Arnaud Montebourg, the minister in charge of all things corporate in France (officially, le ministère du redressement productif), seems much in favour of … all things French.

Companies are encouraged to stay in France, to produce locally, to hire locally. Recently, Mr Montebourg questioned the transaction between the French Alstom, which invented the TGV decades ago, and the American General Electric, which is interested in buying important chunks of Alstom.

Earlier this year, Mr Montebourg discussed lithium mining, saying that

Nous recherchons du lithium, par exemple, un métal fondamental pour les batteries des véhicules électriques … Avec notre nouvelle compagnie minière, nous protégerons nos intérêts nationaux.

In the quote above, Mr Montebourg argues that France is looking for lithium, a key metal for electric car batteries; with its new mining company, it can protect its national interests.

Mr Montebourg’s stance raises the question of why the national interests should be protected. More fundamentally, what exactly are these national interests in apparent need of protecting?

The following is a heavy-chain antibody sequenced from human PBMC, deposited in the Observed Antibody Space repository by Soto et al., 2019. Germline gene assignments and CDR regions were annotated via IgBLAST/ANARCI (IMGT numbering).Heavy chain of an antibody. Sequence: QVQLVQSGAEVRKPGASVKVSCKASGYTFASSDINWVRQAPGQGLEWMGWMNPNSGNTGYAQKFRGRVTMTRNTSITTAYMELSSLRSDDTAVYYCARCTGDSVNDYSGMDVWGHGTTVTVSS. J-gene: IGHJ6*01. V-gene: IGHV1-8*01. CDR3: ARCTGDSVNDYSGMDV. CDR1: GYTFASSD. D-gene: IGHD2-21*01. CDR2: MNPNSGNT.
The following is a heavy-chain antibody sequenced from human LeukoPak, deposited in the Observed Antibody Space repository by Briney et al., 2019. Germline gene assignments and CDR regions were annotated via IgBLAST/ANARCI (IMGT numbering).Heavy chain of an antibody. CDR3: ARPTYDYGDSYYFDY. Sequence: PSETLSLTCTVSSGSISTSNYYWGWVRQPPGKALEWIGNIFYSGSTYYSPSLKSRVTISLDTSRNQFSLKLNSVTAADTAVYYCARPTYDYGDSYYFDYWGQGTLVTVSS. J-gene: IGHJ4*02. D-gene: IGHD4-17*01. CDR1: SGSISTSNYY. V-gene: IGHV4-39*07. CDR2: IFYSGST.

Answering this question is tricky. The concept of “nation” is rather vague and includes diverse individuals and institutions. It is not clear who Mr Montebourg has in mind when he talks about national interests.

Consider the case of electric vehicles. Electric vehicles exchange one form of energy (i.e., fuel) for another (i.e., electricity, which, in France, is produced mostly from nuclear sources). While the likelihood of a nuclear accident is tiny, the consequences of such an accident are dramatic and hardly in the national interest, as the recent case of Japan illustrates. What does it mean for the national interest when lithium batteries are used in electric cars? How do people in France, especially those who live close to nuclear reactors, feel about that national interest? 

There is the question of electric cars itself. Is it in the national interest to produce electric cars? Companies could invest in other ways to get people moving. If the French government is encouraging the production of electric cars, those other ways may not get the attention they deserve. What about investing in cars that are cleaner than electric ones? What about extending the public transport network? What about thinking about ways to reduce the need for transport? Perhaps pondering those questions would also be in the national interest.

While the notion of national interest gets thrown around a lot by Mr Montebourg, the details of what is implied by national interests are not. There is little thorough debate on the individuals/groups who benefit from or get harmed by policies said to be in the national interest. A lack of debate … would France, the country of philosophers like Simone de Beauvoir and Jean-Paul Sartre, consider that in its national interest?

Your thoughts?

Photo by pellethepoet, published by André Bruel, Angers

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